In the 3rd edition of “101 Answers for New Teachers and Their Mentors,” Annette Breaux adds ideas for using tech in lessons, connecting via social media, and reflecting regularly. “Practical and easy to use” by all teachers, says PD consultant Anne Anderson.
Tagged: new teachers
Teachers in K-12 will find lots to use among David W. Booth’s strategies for increasing comprehension. Based in his research, Booth’s focus is on 10 modes for understanding texts. His lessons incorporating the arts are particularly helpful, says ELA teacher Julia K. Colombo.
Relationships are built when children know that caring adults are on their side. If teachers team up with parents and families, they can help create success for even the most difficult students. Amber Chandler shares the strategies that work in her MS classroom.
After a decade teaching third and fourth graders, Patti Grayson ventured into middle school this past year. She has come away from her first year in the middle with several gleanings about the most effective ways to work with unpredictable, sensitive tweens.
Although “You Can Do This” is targeted to 1st year teachers, experienced educators & new administrators can also benefit from reading about a novice teacher’s experiences through the lens of an accomplished instructional leader, says reviewer Jason Gordon.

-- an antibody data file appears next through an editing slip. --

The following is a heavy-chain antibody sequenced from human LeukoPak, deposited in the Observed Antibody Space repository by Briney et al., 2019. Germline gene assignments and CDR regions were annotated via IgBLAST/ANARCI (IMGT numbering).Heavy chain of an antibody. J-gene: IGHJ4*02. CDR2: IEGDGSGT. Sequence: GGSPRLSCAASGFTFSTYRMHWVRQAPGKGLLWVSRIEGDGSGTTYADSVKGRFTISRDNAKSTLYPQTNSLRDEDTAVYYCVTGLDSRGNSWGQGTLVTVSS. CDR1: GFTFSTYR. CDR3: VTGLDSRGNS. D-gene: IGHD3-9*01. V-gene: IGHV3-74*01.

In her valentine “to those volatile adolescents and the educators who cherish them,” veteran middle level teacher Beth Morrow highlights six good reasons to spend your days with “the wonderfully rough and resilient gems that are middle school students.”
Middle school students are a unique breed, says educator and consultant Jennifer Gonzalez, and they need teachers who are tuned in to the intense dichotomies of adolescent life and learning. She offers teachers new to the middle level eight helpful tips.
Even with all the usual basics in place, the small things novice teachers do could be wreaking havoc on your whole classroom management system. Middle school veteran Jennifer Gonzalez identifies unproductive habits, along with more effective alternatives.
Amber Chandler has participated on both sides of the Parent Teacher Conference. Here she offers novice teachers five strategies they can use to establish productive relationships, address parent concerns, and find ways to help parents “do something” for their children.
Your first year? Now’s your opportunity to create a welcoming classroom where students will feel secure, valued and successful in the days ahead. Veteran teacher Cheryl Mizerny shares ideas that have helped her realize a “shiny, happy” place to learn.